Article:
The theatre has developed techniques for establishing partnership and handling interaction in collaborative work on the stage. Interplay in a practical theatrical context builds on the actors ability to make her-/himself receptive to her/his fellow actors onstage. The actor needs to understand how s/he is affected by the onstage action, as well as how s/he is affecting the onstage action, when acting within the framework of the scripted role and/or the dramatic situation. This ability, or skill, which is trained during the actor’s education, can also be used by a director as an asset in her/his preparatory work with analysing and interpreting a play-script. During theatrical rehearsals this ability can also be an essential part of the actors and director’s collaborative work with creating the performance. (Brattström 2015)
The PhD study develops the process of re-enactment as a method for interpreting and analysing interaction between patients and professionals in clinical healthcare encounters. Central to the study are the concepts of the ‘Magic if’ and the ‘Given Circumstances’ which are part of the system of acting techniques developed by Russian actor and theatre director Konstantin Stanislavski (1863–1938). The Stanislavski Method of Physical Action is elaborated in the context of person-centred health and care practice as a means to shed light on the phenomena of partnership, and partnership-creation.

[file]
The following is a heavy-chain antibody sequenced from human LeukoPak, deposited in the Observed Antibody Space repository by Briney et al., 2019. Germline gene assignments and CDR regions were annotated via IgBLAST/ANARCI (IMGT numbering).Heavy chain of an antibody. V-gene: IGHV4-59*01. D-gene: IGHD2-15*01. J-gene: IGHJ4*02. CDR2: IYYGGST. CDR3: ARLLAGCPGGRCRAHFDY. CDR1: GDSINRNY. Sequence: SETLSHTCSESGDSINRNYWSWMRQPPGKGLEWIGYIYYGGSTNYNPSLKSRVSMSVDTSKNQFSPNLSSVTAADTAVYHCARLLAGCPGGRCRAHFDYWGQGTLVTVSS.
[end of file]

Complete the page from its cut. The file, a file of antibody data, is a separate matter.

Main study; questions, empirical data/material and analyses
In the main study audio recordings taken during observation of clinical health care encounters are transcribed. Recorded encounters were conducted as part of a larger GPCC study, in an intervention group were patients were randomly chosen to receive a person-centred health care process. These transcripts are then taken through 3 steps of analysis that include:
(1) Interpretation of the transcripts as if they were scenes in a play, based on a director’s way of analysing and preparing a play script for a theatrical production.
(2) Investigation into the concept of partnership and partnership-creation between patients and care providers. Participants (patients and health care professionals) are observed in a workshop using the camera as a tool to generate images and discussions on partnership. To use the camera and the methods of filmmaking is applied as a way to bring forward another quality of data than if using interviews. When shooting images, participants need to discuss, interact and pose. Participants use body and mind in action, in a way that could be described as “brainstorming in practice”.
(3) Re-enactments of extracts from the transcribed encounters. In “rehearsal laboratories” the transcribed encounters are re-enacted together with actors. The actors and director explore the “role characters” possible motives, and use of interactional strategies (physical, verbal and mental actions) in a co-creative process similar to a theatrical rehearsal. The aim here is to analyse preconditions to a partnership relation between the patient and the professional care provider in the transcribed encounters.
Specific questions explored within the main study are:
- How do the patient and caregiver co-create the role of the patient when both are considered an active expert and partner in a healthcare encounter?
- By what means (physical, verbal and mental actions) is the patient trying to position her/himself as an equal partner and expert in the healthcare process?
- By what means is the professional caregiver supporting the patient to position her/himself as an equal partner and expert in the healthcare process?
- In what ways are the parties searching to overcome the obstacles or difficulties that arise in the situation and hamper the creation of a partnership-relation?
- How is a "play-based approach" manifested, based on an exploration of the partnership process, in the interaction between patient and healthcare provider in the care meeting and in the person-centred conversation?